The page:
What Women In Business Can Learn From Malala Yousafzai

What Women In Business Can Learn From Malala Yousafzai
What Women In Business Can Learn From Malala Yousafzai

What Women In Business Can Learn From Malala Yousafzai

She’s written a book. She’s been on talk shows. Honored by Harvard University for humanitarian of the year for her bravery in speaking out for the rights of girls to go to school and get an education in her native Pakistan and around the world, and oh yea, did I fail to mention that 16 year old Malala Yousafzai was shot by the Taliban and nearly died from her wounds for critizing the radical grioup for refusing to allow girls an education?

As women and entrepreneurs, we have faced and will continue to face trying times of setbacks, challenges and for lack of a better word- ‘hardships’ in our efforts to stay afloat and make a sustainable profit from our businesses for the betterment of ourselves and our families. It’s hard out here in this economically crippled America where women in business are competiting for clients, alongside their foward thinking counterparts. When we’re constantly being bombarded with daunting statistics of loss from economic decline and Government shutdowns,   we become stressed at the possibility of not being producctive and thus, lose our focus.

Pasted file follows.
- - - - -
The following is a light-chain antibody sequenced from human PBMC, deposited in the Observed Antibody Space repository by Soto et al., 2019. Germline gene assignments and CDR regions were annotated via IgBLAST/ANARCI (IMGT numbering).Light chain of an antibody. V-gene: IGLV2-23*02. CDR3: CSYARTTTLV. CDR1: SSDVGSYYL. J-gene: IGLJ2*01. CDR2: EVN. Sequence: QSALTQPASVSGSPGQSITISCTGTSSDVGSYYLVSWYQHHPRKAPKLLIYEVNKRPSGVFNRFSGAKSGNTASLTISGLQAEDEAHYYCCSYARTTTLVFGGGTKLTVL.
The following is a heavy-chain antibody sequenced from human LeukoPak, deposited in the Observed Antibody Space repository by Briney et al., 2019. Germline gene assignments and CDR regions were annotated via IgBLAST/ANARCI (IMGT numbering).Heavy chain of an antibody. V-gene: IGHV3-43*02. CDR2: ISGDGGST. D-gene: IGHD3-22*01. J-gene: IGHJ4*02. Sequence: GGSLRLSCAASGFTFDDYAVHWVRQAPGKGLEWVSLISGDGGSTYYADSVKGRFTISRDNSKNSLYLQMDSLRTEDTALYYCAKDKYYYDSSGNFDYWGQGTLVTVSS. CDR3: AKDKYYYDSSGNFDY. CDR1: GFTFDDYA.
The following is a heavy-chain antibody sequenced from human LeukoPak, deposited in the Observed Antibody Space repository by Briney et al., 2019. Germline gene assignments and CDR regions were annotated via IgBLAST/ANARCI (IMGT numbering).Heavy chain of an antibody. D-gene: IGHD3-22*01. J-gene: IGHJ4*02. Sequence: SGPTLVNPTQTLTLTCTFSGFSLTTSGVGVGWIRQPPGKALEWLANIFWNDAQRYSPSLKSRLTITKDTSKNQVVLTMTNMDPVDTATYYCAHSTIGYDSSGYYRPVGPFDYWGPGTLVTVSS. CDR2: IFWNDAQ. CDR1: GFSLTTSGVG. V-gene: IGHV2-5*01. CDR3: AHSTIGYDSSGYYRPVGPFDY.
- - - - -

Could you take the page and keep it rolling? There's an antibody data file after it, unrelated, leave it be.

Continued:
Even when faced with death from the Taliban, a young girl did not give up. She asked for her books on her recovery bed in the hospital, even as a nation praised her courage. When she did recover, she continued to speak out with conviction and and determination that she will continue her mission for all girls to get an education. The world was disappointed and critical of the omission when Malala did not receive the prestigious Nobel Peace Prize, but,, the young girl was gracious and had her organization tweet a congratulatory message to The Organization for The Prohibition of Chemical Weapons (OPCW) a watchdog group that oversees elinination of chemical weapons in Syria.

Entrepreneurs when you lose a client or fail in closing the deal or even face opposition in your purpose, be gracious in defeat, but, never consider quitting. Carry out your authentic purpose. Make your voice heard. Define your target audience and give them the best tried and trusted tools that can help them become the person they’ve always known they could be.

Malala Yousafzai  is a young girl who symbolizes: bravery, purpose, passion, tenacity, perserverence, faith and a will to never give up. She teachs what it means to be courageous under fire.

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